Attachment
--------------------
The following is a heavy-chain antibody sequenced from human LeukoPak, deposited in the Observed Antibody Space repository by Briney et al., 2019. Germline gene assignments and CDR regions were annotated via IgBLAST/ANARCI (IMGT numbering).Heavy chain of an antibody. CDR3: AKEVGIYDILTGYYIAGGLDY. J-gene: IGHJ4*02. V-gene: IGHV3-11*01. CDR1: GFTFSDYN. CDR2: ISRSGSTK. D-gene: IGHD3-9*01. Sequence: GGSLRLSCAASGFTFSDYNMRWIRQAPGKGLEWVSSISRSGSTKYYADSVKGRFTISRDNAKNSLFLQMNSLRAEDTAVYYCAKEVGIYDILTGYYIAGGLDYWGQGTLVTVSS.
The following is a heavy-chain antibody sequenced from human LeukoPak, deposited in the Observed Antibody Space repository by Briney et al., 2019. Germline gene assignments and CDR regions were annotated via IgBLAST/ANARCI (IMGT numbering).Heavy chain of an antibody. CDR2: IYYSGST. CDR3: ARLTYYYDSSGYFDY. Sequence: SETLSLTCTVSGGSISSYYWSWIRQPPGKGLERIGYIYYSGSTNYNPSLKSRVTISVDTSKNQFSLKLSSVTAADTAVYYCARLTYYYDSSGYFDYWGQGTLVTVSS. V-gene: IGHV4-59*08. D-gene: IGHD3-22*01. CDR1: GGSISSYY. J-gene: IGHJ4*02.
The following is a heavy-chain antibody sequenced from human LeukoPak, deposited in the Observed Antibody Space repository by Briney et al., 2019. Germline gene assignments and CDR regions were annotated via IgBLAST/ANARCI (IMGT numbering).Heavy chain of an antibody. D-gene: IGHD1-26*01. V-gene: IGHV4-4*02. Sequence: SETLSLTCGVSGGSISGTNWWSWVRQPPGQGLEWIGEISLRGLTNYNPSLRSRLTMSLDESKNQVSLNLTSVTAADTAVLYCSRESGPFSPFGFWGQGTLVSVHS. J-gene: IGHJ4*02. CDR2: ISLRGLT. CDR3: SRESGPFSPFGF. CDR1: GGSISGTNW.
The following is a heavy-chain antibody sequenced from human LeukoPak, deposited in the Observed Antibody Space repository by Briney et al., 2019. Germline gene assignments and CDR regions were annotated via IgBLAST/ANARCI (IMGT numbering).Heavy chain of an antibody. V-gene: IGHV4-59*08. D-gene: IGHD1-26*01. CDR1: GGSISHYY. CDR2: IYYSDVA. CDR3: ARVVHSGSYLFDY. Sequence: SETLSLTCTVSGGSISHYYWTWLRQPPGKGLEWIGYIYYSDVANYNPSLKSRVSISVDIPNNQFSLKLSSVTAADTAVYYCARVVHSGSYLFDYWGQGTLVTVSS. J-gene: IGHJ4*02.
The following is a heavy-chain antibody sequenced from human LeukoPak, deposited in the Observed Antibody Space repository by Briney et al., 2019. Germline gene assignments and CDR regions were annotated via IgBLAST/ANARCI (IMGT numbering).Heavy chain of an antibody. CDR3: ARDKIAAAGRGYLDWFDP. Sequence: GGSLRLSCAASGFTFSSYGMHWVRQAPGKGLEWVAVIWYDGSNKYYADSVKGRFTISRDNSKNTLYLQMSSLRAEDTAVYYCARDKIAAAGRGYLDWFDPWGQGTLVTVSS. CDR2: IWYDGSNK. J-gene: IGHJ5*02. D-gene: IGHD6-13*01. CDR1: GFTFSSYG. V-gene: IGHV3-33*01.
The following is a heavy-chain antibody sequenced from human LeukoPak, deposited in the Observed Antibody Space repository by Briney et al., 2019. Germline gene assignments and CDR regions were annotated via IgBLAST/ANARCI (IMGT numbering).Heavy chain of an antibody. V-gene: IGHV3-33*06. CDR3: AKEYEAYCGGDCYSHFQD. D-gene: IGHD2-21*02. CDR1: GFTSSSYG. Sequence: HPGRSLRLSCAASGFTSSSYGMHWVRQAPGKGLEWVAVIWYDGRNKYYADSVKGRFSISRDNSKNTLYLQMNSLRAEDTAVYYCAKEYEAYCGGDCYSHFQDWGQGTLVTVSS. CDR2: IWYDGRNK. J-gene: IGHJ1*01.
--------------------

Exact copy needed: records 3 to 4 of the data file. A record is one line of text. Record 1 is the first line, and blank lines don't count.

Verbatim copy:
The following is a heavy-chain antibody sequenced from human LeukoPak, deposited in the Observed Antibody Space repository by Briney et al., 2019. Germline gene assignments and CDR regions were annotated via IgBLAST/ANARCI (IMGT numbering).Heavy chain of an antibody. D-gene: IGHD1-26*01. V-gene: IGHV4-4*02. Sequence: SETLSLTCGVSGGSISGTNWWSWVRQPPGQGLEWIGEISLRGLTNYNPSLRSRLTMSLDESKNQVSLNLTSVTAADTAVLYCSRESGPFSPFGFWGQGTLVSVHS. J-gene: IGHJ4*02. CDR2: ISLRGLT. CDR3: SRESGPFSPFGF. CDR1: GGSISGTNW.
The following is a heavy-chain antibody sequenced from human LeukoPak, deposited in the Observed Antibody Space repository by Briney et al., 2019. Germline gene assignments and CDR regions were annotated via IgBLAST/ANARCI (IMGT numbering).Heavy chain of an antibody. V-gene: IGHV4-59*08. D-gene: IGHD1-26*01. CDR1: GGSISHYY. CDR2: IYYSDVA. CDR3: ARVVHSGSYLFDY. Sequence: SETLSLTCTVSGGSISHYYWTWLRQPPGKGLEWIGYIYYSDVANYNPSLKSRVSISVDIPNNQFSLKLSSVTAADTAVYYCARVVHSGSYLFDYWGQGTLVTVSS. J-gene: IGHJ4*02.